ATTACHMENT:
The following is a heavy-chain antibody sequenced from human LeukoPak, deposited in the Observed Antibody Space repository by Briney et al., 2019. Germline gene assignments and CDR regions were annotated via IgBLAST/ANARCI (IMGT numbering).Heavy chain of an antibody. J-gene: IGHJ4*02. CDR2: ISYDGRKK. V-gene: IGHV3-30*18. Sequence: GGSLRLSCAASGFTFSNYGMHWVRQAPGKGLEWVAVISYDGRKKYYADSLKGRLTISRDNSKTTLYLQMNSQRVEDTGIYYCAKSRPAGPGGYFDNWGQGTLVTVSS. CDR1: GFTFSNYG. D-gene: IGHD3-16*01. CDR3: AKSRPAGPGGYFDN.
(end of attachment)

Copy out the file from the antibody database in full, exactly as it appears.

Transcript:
The following is a heavy-chain antibody sequenced from human LeukoPak, deposited in the Observed Antibody Space repository by Briney et al., 2019. Germline gene assignments and CDR regions were annotated via IgBLAST/ANARCI (IMGT numbering).Heavy chain of an antibody. J-gene: IGHJ4*02. CDR2: ISYDGRKK. V-gene: IGHV3-30*18. Sequence: GGSLRLSCAASGFTFSNYGMHWVRQAPGKGLEWVAVISYDGRKKYYADSLKGRLTISRDNSKTTLYLQMNSQRVEDTGIYYCAKSRPAGPGGYFDNWGQGTLVTVSS. CDR1: GFTFSNYG. D-gene: IGHD3-16*01. CDR3: AKSRPAGPGGYFDN.